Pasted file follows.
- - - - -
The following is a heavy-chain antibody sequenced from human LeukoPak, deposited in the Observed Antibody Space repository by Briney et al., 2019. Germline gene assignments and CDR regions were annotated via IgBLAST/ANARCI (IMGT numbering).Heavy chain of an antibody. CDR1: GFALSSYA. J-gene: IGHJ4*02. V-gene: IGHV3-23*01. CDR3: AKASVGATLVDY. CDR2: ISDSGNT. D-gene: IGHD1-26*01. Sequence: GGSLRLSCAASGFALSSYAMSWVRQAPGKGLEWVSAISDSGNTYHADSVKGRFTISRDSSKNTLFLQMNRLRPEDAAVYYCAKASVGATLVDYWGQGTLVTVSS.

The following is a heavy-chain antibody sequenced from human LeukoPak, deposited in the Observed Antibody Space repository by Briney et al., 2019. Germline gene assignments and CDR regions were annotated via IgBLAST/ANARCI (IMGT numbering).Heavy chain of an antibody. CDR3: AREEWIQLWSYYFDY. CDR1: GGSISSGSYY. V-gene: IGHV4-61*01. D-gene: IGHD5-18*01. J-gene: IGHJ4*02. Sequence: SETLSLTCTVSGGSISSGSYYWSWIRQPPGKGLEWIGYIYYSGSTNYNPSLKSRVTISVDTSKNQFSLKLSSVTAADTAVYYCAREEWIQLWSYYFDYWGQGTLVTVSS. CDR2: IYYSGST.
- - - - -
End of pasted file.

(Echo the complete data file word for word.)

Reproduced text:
The following is a heavy-chain antibody sequenced from human LeukoPak, deposited in the Observed Antibody Space repository by Briney et al., 2019. Germline gene assignments and CDR regions were annotated via IgBLAST/ANARCI (IMGT numbering).Heavy chain of an antibody. CDR1: GFALSSYA. J-gene: IGHJ4*02. V-gene: IGHV3-23*01. CDR3: AKASVGATLVDY. CDR2: ISDSGNT. D-gene: IGHD1-26*01. Sequence: GGSLRLSCAASGFALSSYAMSWVRQAPGKGLEWVSAISDSGNTYHADSVKGRFTISRDSSKNTLFLQMNRLRPEDAAVYYCAKASVGATLVDYWGQGTLVTVSS.

The following is a heavy-chain antibody sequenced from human LeukoPak, deposited in the Observed Antibody Space repository by Briney et al., 2019. Germline gene assignments and CDR regions were annotated via IgBLAST/ANARCI (IMGT numbering).Heavy chain of an antibody. CDR3: AREEWIQLWSYYFDY. CDR1: GGSISSGSYY. V-gene: IGHV4-61*01. D-gene: IGHD5-18*01. J-gene: IGHJ4*02. Sequence: SETLSLTCTVSGGSISSGSYYWSWIRQPPGKGLEWIGYIYYSGSTNYNPSLKSRVTISVDTSKNQFSLKLSSVTAADTAVYYCAREEWIQLWSYYFDYWGQGTLVTVSS. CDR2: IYYSGST.